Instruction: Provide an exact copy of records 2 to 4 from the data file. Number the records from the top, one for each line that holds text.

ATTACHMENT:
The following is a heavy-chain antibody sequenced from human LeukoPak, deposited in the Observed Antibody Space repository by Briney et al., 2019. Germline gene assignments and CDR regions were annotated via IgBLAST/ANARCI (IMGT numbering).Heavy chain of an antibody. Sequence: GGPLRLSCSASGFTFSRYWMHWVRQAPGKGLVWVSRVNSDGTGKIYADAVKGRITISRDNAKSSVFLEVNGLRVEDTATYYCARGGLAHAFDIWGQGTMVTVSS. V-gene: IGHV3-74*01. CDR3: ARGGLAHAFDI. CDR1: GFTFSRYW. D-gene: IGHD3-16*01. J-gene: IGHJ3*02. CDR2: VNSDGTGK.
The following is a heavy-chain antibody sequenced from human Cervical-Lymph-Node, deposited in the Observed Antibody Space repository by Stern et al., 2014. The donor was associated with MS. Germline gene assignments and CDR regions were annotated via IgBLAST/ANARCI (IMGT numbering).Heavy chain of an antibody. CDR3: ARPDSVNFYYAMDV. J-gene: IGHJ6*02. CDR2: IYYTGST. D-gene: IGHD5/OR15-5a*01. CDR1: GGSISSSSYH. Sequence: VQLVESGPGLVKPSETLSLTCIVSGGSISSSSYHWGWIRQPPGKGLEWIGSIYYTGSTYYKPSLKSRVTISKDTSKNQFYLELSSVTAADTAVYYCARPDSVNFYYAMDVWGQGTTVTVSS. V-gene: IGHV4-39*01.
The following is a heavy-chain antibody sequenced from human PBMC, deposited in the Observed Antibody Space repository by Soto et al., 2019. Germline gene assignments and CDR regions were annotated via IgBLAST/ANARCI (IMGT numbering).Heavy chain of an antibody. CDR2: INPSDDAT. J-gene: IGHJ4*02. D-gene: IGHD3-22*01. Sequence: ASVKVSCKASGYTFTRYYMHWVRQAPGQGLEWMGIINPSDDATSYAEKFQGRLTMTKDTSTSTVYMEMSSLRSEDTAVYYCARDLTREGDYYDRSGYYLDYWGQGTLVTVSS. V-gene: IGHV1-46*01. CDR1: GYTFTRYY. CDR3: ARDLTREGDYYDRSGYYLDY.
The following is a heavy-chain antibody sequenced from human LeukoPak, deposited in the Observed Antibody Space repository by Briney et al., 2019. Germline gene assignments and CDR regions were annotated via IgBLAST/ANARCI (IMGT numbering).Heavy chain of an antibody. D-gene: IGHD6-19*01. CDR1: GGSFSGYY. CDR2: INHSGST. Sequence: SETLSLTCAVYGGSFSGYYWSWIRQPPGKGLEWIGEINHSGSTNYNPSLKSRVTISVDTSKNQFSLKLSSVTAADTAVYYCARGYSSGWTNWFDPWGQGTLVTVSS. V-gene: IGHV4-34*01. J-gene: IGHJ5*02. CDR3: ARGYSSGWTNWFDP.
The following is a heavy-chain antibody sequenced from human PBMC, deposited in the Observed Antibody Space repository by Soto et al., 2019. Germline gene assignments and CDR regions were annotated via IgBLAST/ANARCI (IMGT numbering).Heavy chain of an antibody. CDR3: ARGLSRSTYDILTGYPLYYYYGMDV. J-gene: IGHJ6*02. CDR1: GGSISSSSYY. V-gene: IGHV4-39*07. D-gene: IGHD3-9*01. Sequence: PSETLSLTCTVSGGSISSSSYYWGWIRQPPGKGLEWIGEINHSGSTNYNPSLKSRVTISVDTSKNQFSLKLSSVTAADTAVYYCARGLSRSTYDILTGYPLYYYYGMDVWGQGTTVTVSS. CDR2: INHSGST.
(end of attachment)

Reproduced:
The following is a heavy-chain antibody sequenced from human Cervical-Lymph-Node, deposited in the Observed Antibody Space repository by Stern et al., 2014. The donor was associated with MS. Germline gene assignments and CDR regions were annotated via IgBLAST/ANARCI (IMGT numbering).Heavy chain of an antibody. CDR3: ARPDSVNFYYAMDV. J-gene: IGHJ6*02. CDR2: IYYTGST. D-gene: IGHD5/OR15-5a*01. CDR1: GGSISSSSYH. Sequence: VQLVESGPGLVKPSETLSLTCIVSGGSISSSSYHWGWIRQPPGKGLEWIGSIYYTGSTYYKPSLKSRVTISKDTSKNQFYLELSSVTAADTAVYYCARPDSVNFYYAMDVWGQGTTVTVSS. V-gene: IGHV4-39*01.
The following is a heavy-chain antibody sequenced from human PBMC, deposited in the Observed Antibody Space repository by Soto et al., 2019. Germline gene assignments and CDR regions were annotated via IgBLAST/ANARCI (IMGT numbering).Heavy chain of an antibody. CDR2: INPSDDAT. J-gene: IGHJ4*02. D-gene: IGHD3-22*01. Sequence: ASVKVSCKASGYTFTRYYMHWVRQAPGQGLEWMGIINPSDDATSYAEKFQGRLTMTKDTSTSTVYMEMSSLRSEDTAVYYCARDLTREGDYYDRSGYYLDYWGQGTLVTVSS. V-gene: IGHV1-46*01. CDR1: GYTFTRYY. CDR3: ARDLTREGDYYDRSGYYLDY.
The following is a heavy-chain antibody sequenced from human LeukoPak, deposited in the Observed Antibody Space repository by Briney et al., 2019. Germline gene assignments and CDR regions were annotated via IgBLAST/ANARCI (IMGT numbering).Heavy chain of an antibody. D-gene: IGHD6-19*01. CDR1: GGSFSGYY. CDR2: INHSGST. Sequence: SETLSLTCAVYGGSFSGYYWSWIRQPPGKGLEWIGEINHSGSTNYNPSLKSRVTISVDTSKNQFSLKLSSVTAADTAVYYCARGYSSGWTNWFDPWGQGTLVTVSS. V-gene: IGHV4-34*01. J-gene: IGHJ5*02. CDR3: ARGYSSGWTNWFDP.